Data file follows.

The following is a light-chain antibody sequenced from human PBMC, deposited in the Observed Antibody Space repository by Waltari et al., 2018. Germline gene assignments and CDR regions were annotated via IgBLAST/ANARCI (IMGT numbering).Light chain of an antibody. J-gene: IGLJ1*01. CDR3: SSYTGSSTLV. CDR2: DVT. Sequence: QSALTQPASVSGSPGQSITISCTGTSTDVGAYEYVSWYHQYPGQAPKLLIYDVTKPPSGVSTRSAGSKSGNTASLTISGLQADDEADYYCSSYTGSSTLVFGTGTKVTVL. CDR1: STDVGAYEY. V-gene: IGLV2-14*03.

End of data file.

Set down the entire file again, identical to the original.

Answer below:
The following is a light-chain antibody sequenced from human PBMC, deposited in the Observed Antibody Space repository by Waltari et al., 2018. Germline gene assignments and CDR regions were annotated via IgBLAST/ANARCI (IMGT numbering).Light chain of an antibody. J-gene: IGLJ1*01. CDR3: SSYTGSSTLV. CDR2: DVT. Sequence: QSALTQPASVSGSPGQSITISCTGTSTDVGAYEYVSWYHQYPGQAPKLLIYDVTKPPSGVSTRSAGSKSGNTASLTISGLQADDEADYYCSSYTGSSTLVFGTGTKVTVL. CDR1: STDVGAYEY. V-gene: IGLV2-14*03.